Transcriptomes of Pre-competent, Competent, and Metamorphosed Larvae of Hydroides elegans Reveal the Distinct Role of Innate Immunity Genes in Response to a Bacterial Settlement Cue.

Date
2014-09-26
Authors
Bump, Paul
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Hadfield, Michael
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Biology
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University of Hawaii at Manoa
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The ocean is a microbial world; vast communities of bacteria, archaea, protists, and fungi account for most of the ocean’s biomass (Sogin et al., 2006). Consider a single liter of seawater, it alone can contain over 20,000 species of microbes that are responsible for 98% of primary production in the oceans (Whitman et al., 1998). About 3.8 billion years ago, bacteria were one of the first life forms to appear on Earth and deeply influenced the multicellular life that would follow (McFall-Ngai et al., 2013). Given this undeniable microbial environment, a large number of studies have revealed that bacteria undoubtedly affect life in the ocean, particularly when it comes to metamorphosis. It is now well established that the juvenile or larval forms of coral, snails, and other invertebrates do not randomly settle to become adults, but respond to cues from bacterial biofilms, choosing sites favorable for survival (Hadfield, 2011). In particular, bacterial induction of larval settlement and metamorphosis has been shown in sponges (Whalan et al., 2008), corals (Tran and Hadfield 2011; Webster et al., 2004), bivalve molluscs (Bao et al., 2007), bryozoans (Bertrand and Woollacott, 2003), crabs (Anderson and Epifanio, 2009) as well as variety of other marine fauna. Hydroides elegans, a serpulid polychaete found ubiquitously in tropical and subtropical seas, is an emerging model system in understanding bacteria-induced metamorphosis. Larvae become competent, meaning that they have developed the ability to settle and metamorphose, approximately five days after fertilization (Carpizo-Ituarte and Hafield, 1998). In the presence of a well-developed biofilm, competent larvae are induced to settle and rapidly undergo dramatic metamorphosis (Carpizo-Ituarte and Hafield, 1998). This metamorphosis occurs at an impressive level of bacterial specificity, as research has shown that a particular strain of one species of bacteria, Pseudoalteromonas luteoviolacea (HI1), induces metamorphosis as strongly as a natural, multispecies biofilms and a different strain of the same bacteria, showing 99.95% similarity in the 16s DNA sequence, is not inductive (Huang and Hadfield, 2003). Later studies have even identified specific genes products in P. luteoviolacea (HI1) that are necessary to induce settlement and metamorphosis in H. elegans (Huang et al., 2012).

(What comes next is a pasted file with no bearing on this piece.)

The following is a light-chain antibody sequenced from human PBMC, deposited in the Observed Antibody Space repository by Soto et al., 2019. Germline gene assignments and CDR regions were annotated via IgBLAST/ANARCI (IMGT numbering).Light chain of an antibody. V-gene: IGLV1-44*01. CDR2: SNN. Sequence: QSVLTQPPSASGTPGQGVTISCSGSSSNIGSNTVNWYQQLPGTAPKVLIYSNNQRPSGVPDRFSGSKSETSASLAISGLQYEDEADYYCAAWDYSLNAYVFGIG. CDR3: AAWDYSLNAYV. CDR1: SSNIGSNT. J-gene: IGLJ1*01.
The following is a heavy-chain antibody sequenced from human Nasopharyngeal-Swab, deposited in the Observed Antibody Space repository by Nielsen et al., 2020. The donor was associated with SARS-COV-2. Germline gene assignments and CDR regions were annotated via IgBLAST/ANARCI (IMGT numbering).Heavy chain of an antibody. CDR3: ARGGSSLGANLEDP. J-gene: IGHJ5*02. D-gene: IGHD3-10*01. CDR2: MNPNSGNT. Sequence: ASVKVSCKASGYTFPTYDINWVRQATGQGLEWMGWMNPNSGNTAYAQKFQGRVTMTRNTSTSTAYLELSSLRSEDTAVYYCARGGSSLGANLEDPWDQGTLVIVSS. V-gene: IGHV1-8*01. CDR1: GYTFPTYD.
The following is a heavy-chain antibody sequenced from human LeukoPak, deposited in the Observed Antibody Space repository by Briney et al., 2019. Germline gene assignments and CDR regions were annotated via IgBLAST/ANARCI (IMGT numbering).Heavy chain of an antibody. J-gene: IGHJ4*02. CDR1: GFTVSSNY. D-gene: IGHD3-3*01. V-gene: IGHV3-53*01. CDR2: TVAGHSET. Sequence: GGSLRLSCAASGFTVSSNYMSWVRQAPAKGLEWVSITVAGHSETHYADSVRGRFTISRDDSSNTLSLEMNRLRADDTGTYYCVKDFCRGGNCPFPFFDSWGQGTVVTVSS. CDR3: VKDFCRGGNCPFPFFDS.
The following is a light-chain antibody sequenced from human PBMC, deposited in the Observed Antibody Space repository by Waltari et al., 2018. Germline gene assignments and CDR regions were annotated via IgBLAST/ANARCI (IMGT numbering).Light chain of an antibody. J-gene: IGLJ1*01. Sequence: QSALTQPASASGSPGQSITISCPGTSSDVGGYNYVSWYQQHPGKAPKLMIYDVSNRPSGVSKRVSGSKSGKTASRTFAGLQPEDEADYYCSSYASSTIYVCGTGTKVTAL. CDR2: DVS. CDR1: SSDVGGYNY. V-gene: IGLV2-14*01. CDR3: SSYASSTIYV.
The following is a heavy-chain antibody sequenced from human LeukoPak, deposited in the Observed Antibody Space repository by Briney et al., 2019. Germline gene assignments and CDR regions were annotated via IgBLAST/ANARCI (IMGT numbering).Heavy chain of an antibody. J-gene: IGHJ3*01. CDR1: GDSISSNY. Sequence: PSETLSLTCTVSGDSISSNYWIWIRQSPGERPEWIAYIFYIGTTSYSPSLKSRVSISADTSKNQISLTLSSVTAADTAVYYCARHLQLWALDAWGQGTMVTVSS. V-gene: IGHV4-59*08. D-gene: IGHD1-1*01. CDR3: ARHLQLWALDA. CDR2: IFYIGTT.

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ii, 36 pages
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